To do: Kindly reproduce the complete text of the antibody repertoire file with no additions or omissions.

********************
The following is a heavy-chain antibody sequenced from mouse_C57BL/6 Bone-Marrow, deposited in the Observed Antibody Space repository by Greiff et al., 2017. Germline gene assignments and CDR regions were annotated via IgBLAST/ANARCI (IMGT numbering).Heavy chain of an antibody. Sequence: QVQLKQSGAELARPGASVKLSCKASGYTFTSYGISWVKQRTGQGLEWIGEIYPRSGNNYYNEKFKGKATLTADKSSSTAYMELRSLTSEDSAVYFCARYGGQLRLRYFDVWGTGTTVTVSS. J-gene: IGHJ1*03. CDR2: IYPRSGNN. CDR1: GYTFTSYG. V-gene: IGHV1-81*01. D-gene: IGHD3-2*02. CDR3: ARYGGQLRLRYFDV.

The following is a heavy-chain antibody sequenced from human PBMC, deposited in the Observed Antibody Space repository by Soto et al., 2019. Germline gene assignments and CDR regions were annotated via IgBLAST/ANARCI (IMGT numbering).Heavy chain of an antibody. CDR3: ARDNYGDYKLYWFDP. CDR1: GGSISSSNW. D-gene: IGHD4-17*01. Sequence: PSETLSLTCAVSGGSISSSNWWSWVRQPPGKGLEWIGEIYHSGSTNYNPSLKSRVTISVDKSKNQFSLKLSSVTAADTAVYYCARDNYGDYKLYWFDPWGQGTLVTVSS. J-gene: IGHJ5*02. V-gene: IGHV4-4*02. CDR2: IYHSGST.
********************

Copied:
The following is a heavy-chain antibody sequenced from mouse_C57BL/6 Bone-Marrow, deposited in the Observed Antibody Space repository by Greiff et al., 2017. Germline gene assignments and CDR regions were annotated via IgBLAST/ANARCI (IMGT numbering).Heavy chain of an antibody. Sequence: QVQLKQSGAELARPGASVKLSCKASGYTFTSYGISWVKQRTGQGLEWIGEIYPRSGNNYYNEKFKGKATLTADKSSSTAYMELRSLTSEDSAVYFCARYGGQLRLRYFDVWGTGTTVTVSS. J-gene: IGHJ1*03. CDR2: IYPRSGNN. CDR1: GYTFTSYG. V-gene: IGHV1-81*01. D-gene: IGHD3-2*02. CDR3: ARYGGQLRLRYFDV.

The following is a heavy-chain antibody sequenced from human PBMC, deposited in the Observed Antibody Space repository by Soto et al., 2019. Germline gene assignments and CDR regions were annotated via IgBLAST/ANARCI (IMGT numbering).Heavy chain of an antibody. CDR3: ARDNYGDYKLYWFDP. CDR1: GGSISSSNW. D-gene: IGHD4-17*01. Sequence: PSETLSLTCAVSGGSISSSNWWSWVRQPPGKGLEWIGEIYHSGSTNYNPSLKSRVTISVDKSKNQFSLKLSSVTAADTAVYYCARDNYGDYKLYWFDPWGQGTLVTVSS. J-gene: IGHJ5*02. V-gene: IGHV4-4*02. CDR2: IYHSGST.